Report paints brighter picture of corruption control in Vietnam

By Dat Nguyen   April 5, 2018 | 02:44 pm GMT+7
Report paints brighter picture of corruption control in Vietnam
A woman waits for customers as she sells balloons on the roadside in Hanoi on February 14, 2018. Photo by AFP/Nhac Nguyen

Poverty remains the main concern on the latest national performance index.

Vietnam’s grip on the fight against corruption tightened in 2017, according to a recent report that evaluates the country's transparency and public administrative procedures through residents' awareness.

The Provincial Governance and Public Administration Performance Index (PAPI) found the control of corruption in the public sector improved the most, with only 17 percent of respondents saying they directly experienced bribery when applying for land use rights certificates, down from 23 percent from 2016.

The PAPI report, which measures corruption control and public services across local levels, is based on face-to-face interviews with 14,000 Vietnamese selected randomly from all 63 cities and provinces about their experiences with the authorities in the past year.

PAPI is a collaboration between the Center for Community Support and Development Studies (CECODES), the Center for Research and Training of the Vietnam Father Land Front, the Real-Time Analytics and the United Nations Development Program (UNDP).

Citizens' confidence on government control has been boosted with widespread media coverage of the ongoing corruption crackdown, which has put scores of bankers, businesspeople and high-ranking officials on trial and in jail under corruption charges.

The report came up with many positive results. The rate of bribery at public district hospital services decreased from 17 percent in 2016 to 9 percent in 2017. Housing land seizures also continues to go down as less than 7 percent of respondents report land being seized in 2017, compared to an average of about 9 percent prior from 2013.

However, only 21 percent thought the compensation they received for the land was at a fair market value, dropping 15 percent from 2014.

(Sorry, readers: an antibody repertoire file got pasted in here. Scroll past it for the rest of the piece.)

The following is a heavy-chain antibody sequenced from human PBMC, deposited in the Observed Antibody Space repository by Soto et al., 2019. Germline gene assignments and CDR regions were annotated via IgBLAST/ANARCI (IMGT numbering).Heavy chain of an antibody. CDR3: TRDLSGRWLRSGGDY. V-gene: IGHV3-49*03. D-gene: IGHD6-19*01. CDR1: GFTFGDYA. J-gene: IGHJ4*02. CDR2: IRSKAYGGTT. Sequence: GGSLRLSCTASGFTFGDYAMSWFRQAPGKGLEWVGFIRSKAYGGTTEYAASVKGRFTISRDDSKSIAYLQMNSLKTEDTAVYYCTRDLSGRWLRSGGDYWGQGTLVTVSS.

Public administrative procedures show good signs of progress on the index. Citizens are overall satisfied with Vietnam's "one-stop" policy which aims to simplify procedures.

The report shows that most people are satisfied with less complex procedures needed to acquire important documents such as construction permits and personal documents: 86 percent of participants, up from 79 percent in 2017, said that land use rights certificates are more accessible thanks to the policy.

Better and more inclusive health insurance coverage was found in the report, with the number of citizens with health insurance rising from 74 percent in 2016 to 81 percent in 2017. Strongest gains were made in rural population groups.

But the findings show very little awareness of the law and limited use of e-governance portals among the public, and citizens continue to rely on personal networks for access to information.

Poverty remains the greatest concern for Vietnamese people, with 28 percent of respondents citing it as their main problem. Most participants said that poverty reduction is imperative to ensuring that Vietnam becomes an advanced, developed country.

Pessimism continues to increase among the poorest Vietnamese citizens. While only 13 percent of the Vietnamese population with the lowest level of incomes in 2016 thought their economic situation would get worse, the percentage increased sharply to 21 percent in 2017, the report said.

“The 2017 survey results are mixed and reveal both encouraging and worrying trends. Particularly noteworthy is the reversal in the downward trend since 2013 in control of corruption in the public sector,” said Kamal Malhotra, U.N. resident coordinator and UNDP resident representative in Vietnam.

“Although the direction of change is positive, much work remains to be done to fight corruption,” Malhotra said in a statement.

 
 
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